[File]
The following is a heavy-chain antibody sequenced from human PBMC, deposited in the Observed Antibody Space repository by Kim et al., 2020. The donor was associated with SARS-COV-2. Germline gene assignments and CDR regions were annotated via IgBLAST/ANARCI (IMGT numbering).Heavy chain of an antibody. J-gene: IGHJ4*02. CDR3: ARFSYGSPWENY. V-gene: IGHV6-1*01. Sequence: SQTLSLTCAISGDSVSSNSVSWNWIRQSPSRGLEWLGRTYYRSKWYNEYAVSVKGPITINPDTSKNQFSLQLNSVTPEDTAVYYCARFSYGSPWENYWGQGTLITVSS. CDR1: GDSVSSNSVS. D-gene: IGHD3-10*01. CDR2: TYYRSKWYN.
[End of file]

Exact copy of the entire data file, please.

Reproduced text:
The following is a heavy-chain antibody sequenced from human PBMC, deposited in the Observed Antibody Space repository by Kim et al., 2020. The donor was associated with SARS-COV-2. Germline gene assignments and CDR regions were annotated via IgBLAST/ANARCI (IMGT numbering).Heavy chain of an antibody. J-gene: IGHJ4*02. CDR3: ARFSYGSPWENY. V-gene: IGHV6-1*01. Sequence: SQTLSLTCAISGDSVSSNSVSWNWIRQSPSRGLEWLGRTYYRSKWYNEYAVSVKGPITINPDTSKNQFSLQLNSVTPEDTAVYYCARFSYGSPWENYWGQGTLITVSS. CDR1: GDSVSSNSVS. D-gene: IGHD3-10*01. CDR2: TYYRSKWYN.